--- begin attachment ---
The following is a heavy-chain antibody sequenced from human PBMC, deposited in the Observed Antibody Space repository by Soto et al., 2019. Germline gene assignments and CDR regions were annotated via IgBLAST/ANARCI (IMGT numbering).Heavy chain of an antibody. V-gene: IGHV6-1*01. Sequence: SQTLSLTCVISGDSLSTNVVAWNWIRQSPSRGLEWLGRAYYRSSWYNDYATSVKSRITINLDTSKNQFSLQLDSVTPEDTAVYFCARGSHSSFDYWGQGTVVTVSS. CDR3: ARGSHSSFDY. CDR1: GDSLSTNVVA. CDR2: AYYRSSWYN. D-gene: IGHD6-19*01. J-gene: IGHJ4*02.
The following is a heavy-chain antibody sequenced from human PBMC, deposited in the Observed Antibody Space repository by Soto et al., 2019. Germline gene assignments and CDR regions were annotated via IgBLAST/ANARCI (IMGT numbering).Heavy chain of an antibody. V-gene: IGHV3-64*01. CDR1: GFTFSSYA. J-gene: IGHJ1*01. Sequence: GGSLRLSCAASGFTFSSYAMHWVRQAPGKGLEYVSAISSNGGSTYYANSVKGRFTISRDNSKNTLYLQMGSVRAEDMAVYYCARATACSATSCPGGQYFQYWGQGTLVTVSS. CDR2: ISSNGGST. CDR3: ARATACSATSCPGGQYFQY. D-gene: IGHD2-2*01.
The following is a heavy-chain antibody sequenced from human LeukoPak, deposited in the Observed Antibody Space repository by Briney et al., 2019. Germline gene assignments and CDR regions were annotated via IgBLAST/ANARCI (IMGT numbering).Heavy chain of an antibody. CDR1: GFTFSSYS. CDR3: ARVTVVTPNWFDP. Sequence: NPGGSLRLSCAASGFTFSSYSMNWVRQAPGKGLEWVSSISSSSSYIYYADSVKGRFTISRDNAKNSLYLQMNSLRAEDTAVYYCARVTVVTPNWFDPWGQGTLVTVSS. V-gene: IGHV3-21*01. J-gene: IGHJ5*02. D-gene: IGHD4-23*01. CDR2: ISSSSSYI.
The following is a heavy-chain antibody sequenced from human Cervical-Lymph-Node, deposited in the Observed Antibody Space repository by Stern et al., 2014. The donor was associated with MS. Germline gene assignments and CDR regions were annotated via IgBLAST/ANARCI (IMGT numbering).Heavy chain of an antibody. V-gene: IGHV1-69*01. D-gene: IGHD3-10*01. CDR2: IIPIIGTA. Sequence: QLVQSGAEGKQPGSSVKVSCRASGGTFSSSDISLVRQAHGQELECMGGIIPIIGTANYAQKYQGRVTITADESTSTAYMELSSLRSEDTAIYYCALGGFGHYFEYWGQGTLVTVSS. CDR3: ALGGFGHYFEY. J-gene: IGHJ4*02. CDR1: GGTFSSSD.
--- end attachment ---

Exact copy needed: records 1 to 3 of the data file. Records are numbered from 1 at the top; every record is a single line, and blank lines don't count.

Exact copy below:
The following is a heavy-chain antibody sequenced from human PBMC, deposited in the Observed Antibody Space repository by Soto et al., 2019. Germline gene assignments and CDR regions were annotated via IgBLAST/ANARCI (IMGT numbering).Heavy chain of an antibody. V-gene: IGHV6-1*01. Sequence: SQTLSLTCVISGDSLSTNVVAWNWIRQSPSRGLEWLGRAYYRSSWYNDYATSVKSRITINLDTSKNQFSLQLDSVTPEDTAVYFCARGSHSSFDYWGQGTVVTVSS. CDR3: ARGSHSSFDY. CDR1: GDSLSTNVVA. CDR2: AYYRSSWYN. D-gene: IGHD6-19*01. J-gene: IGHJ4*02.
The following is a heavy-chain antibody sequenced from human PBMC, deposited in the Observed Antibody Space repository by Soto et al., 2019. Germline gene assignments and CDR regions were annotated via IgBLAST/ANARCI (IMGT numbering).Heavy chain of an antibody. V-gene: IGHV3-64*01. CDR1: GFTFSSYA. J-gene: IGHJ1*01. Sequence: GGSLRLSCAASGFTFSSYAMHWVRQAPGKGLEYVSAISSNGGSTYYANSVKGRFTISRDNSKNTLYLQMGSVRAEDMAVYYCARATACSATSCPGGQYFQYWGQGTLVTVSS. CDR2: ISSNGGST. CDR3: ARATACSATSCPGGQYFQY. D-gene: IGHD2-2*01.
The following is a heavy-chain antibody sequenced from human LeukoPak, deposited in the Observed Antibody Space repository by Briney et al., 2019. Germline gene assignments and CDR regions were annotated via IgBLAST/ANARCI (IMGT numbering).Heavy chain of an antibody. CDR1: GFTFSSYS. CDR3: ARVTVVTPNWFDP. Sequence: NPGGSLRLSCAASGFTFSSYSMNWVRQAPGKGLEWVSSISSSSSYIYYADSVKGRFTISRDNAKNSLYLQMNSLRAEDTAVYYCARVTVVTPNWFDPWGQGTLVTVSS. V-gene: IGHV3-21*01. J-gene: IGHJ5*02. D-gene: IGHD4-23*01. CDR2: ISSSSSYI.